Jason Peters and Eugene Bright have something in common.
So do Quintin Mikell and Reshard Langford.
Peters and Mikell are familiar names to Eagles fans, but once they were just like Bright and Langford, a couple of undrafted rookies who will report for the start of training camp tomorrow at Lehigh University.
"You feel like you're a second-rate guy and you wonder if you're being given the same shot as everybody else," Mikell said when asked about the path of an undrafted rookie. "It's tough at times and you get discouraged, but you always have to believe in yourself and, if you're given a shot, you have to take advantage."
Plenty of undrafted rookies have shown up at Lehigh and stuck around after the final cuts during coach Andy Reid's tenure as the head coach.
Mikell, entering his seventh season with the team and his third as the starting strong safety, was one of three starters last season who signed with the Eagles as an undrafted rookie. The other two were center Jamaal Jackson and linebacker Akeem Jordan. Nick Cole, an undrafted rookie in 2006, finished the season as a starting guard because of injuries to Shawn Andrews and Max Jean-Gilles.
"Don't count the numbers in the line," is the advice offered by Reid to his undrafted rookies.
"Just come in and play your tail off on every snap," Reid said. "That's whether you're going against a rookie or a veteran. I don't want to see you taking it easy on a veteran. You're fighting for your life as soon as we get to training camp. Everybody will have an opportunity and you'll be graded every play of every practice. We go over the film every night."
If the undrafted rookies want some good news, all they have to do is count the number of players in camp who also were passed up on draft day. Thirty-four of the 80 players scheduled to report to Lehigh weren't drafted and that includes Peters, a two-time Pro Bowl tackle who went to his first NFL camp in Buffalo as an undrafted tight end out of Arkansas in 2004.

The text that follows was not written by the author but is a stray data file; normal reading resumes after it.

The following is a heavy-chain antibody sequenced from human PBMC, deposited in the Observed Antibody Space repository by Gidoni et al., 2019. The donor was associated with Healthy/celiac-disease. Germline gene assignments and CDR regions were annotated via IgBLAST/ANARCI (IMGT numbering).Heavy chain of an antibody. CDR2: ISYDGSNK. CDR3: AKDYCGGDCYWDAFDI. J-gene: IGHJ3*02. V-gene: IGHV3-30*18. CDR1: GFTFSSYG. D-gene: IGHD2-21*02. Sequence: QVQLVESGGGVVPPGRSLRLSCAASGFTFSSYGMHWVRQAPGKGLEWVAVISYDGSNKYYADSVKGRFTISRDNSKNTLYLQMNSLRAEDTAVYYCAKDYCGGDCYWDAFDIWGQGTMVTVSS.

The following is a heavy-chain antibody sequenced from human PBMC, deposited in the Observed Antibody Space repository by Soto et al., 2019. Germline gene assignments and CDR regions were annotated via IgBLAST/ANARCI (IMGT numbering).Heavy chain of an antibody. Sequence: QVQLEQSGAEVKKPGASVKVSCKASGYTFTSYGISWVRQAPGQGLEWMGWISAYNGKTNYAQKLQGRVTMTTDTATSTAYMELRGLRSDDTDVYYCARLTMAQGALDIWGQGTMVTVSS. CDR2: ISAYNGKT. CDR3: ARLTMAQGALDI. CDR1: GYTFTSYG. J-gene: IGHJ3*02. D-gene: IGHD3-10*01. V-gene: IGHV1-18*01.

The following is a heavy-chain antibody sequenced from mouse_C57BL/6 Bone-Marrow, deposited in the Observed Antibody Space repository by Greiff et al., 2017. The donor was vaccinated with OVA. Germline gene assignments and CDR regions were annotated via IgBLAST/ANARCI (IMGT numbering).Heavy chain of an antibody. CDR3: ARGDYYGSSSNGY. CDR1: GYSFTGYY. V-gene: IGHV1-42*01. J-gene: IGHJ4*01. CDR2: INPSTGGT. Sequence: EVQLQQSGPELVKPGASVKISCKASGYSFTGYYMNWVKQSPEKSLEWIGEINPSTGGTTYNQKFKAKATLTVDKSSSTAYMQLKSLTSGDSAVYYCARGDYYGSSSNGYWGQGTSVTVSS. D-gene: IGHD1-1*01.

The list of undrafted Eagles also includes wide receiver Hank Baskett, defensive ends Juqua Parker and Chris Clemons and fullback Leonard Weaver. They all signed as undrafted players with other teams.
Eagles general manager Tom Heckert said he expects another undrafted rookie to emerge from the 2009 class, which includes nine players. Given the amount of time and effort spent on signing the undrafted players, Heckert probably would be disappointed if at least one of them didn't make the 53-man roster.
"Out of those nine guys, I bet you there are three or four guys that have a real shot to make our team," Heckert said. "Every year, there are three or four guys that we'll do anything possible to get them. Whether it's more money or Andy calls them, we'll do something. You should witness that process one time after the draft. It's a fiasco just trying to get those guys signed."
Langford, a four-year starting safety at Vanderbilt, is one of the undrafted rookies to keep an eye on at Lehigh. He is one of six safeties on the roster and he probably will be fighting with Rashad Baker and Byron Parker for a reserve spot. Baker and Parker, by the way, are also undrafted players on the Eagles' roster.
Bright, a defensive end at Purdue, will battle veteran Matt Schobel for the job as the team's third tight end. Like Peters, he is trying to change positions in the NFL. He can only hope for the same sort of success as Peters.
Dallas Reynolds, an offensive lineman from Brigham Young, is also worth watching because he showed remarkable flexibility in college, playing all five offensive line positions. That's the kind of player that attracts Reid.
Both Jamaal Jackson, whose younger brother Jervonte is among the undrafted rookies, and Mikell had similar advice for the guys in the same position they were once in.
"I just made it a habit to show my face," said Jackson, who didn't get on the field until 2005, two years after he signed with the Eagles. "Anything that was asked of me, I did and then some. Even when we didn't have to be here, I made sure I was here."
Mikell said extra work and standing out on special teams is imperative for the undrafted rookies.
"If you're not drafted, you better be doing the job on special teams," he said. "I took that seriously. I went in every day and watched film with coach [John] Harbaugh. Some people might have said that was being a coach's pet, but I just wanted to get better and make a name for myself."